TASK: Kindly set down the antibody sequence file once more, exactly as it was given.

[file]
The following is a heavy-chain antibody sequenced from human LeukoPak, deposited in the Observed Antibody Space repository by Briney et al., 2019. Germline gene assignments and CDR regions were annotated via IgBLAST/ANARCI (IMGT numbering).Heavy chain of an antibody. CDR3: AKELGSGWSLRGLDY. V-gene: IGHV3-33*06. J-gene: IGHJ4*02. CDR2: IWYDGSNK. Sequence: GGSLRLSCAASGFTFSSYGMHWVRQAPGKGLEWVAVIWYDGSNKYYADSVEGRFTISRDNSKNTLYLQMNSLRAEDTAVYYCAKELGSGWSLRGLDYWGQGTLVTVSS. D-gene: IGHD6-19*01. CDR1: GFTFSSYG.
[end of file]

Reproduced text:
The following is a heavy-chain antibody sequenced from human LeukoPak, deposited in the Observed Antibody Space repository by Briney et al., 2019. Germline gene assignments and CDR regions were annotated via IgBLAST/ANARCI (IMGT numbering).Heavy chain of an antibody. CDR3: AKELGSGWSLRGLDY. V-gene: IGHV3-33*06. J-gene: IGHJ4*02. CDR2: IWYDGSNK. Sequence: GGSLRLSCAASGFTFSSYGMHWVRQAPGKGLEWVAVIWYDGSNKYYADSVEGRFTISRDNSKNTLYLQMNSLRAEDTAVYYCAKELGSGWSLRGLDYWGQGTLVTVSS. D-gene: IGHD6-19*01. CDR1: GFTFSSYG.